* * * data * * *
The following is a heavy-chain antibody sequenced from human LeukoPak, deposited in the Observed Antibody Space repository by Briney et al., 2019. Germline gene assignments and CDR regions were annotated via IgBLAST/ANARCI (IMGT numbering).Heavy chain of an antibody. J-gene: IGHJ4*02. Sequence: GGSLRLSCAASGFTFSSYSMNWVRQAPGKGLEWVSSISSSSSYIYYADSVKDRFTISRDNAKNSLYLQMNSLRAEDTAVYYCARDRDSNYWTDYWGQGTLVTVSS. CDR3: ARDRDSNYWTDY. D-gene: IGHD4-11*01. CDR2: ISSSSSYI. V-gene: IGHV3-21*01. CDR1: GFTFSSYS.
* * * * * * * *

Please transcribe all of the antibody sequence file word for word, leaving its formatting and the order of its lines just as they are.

The following is a heavy-chain antibody sequenced from human LeukoPak, deposited in the Observed Antibody Space repository by Briney et al., 2019. Germline gene assignments and CDR regions were annotated via IgBLAST/ANARCI (IMGT numbering).Heavy chain of an antibody. J-gene: IGHJ4*02. Sequence: GGSLRLSCAASGFTFSSYSMNWVRQAPGKGLEWVSSISSSSSYIYYADSVKDRFTISRDNAKNSLYLQMNSLRAEDTAVYYCARDRDSNYWTDYWGQGTLVTVSS. CDR3: ARDRDSNYWTDY. D-gene: IGHD4-11*01. CDR2: ISSSSSYI. V-gene: IGHV3-21*01. CDR1: GFTFSSYS.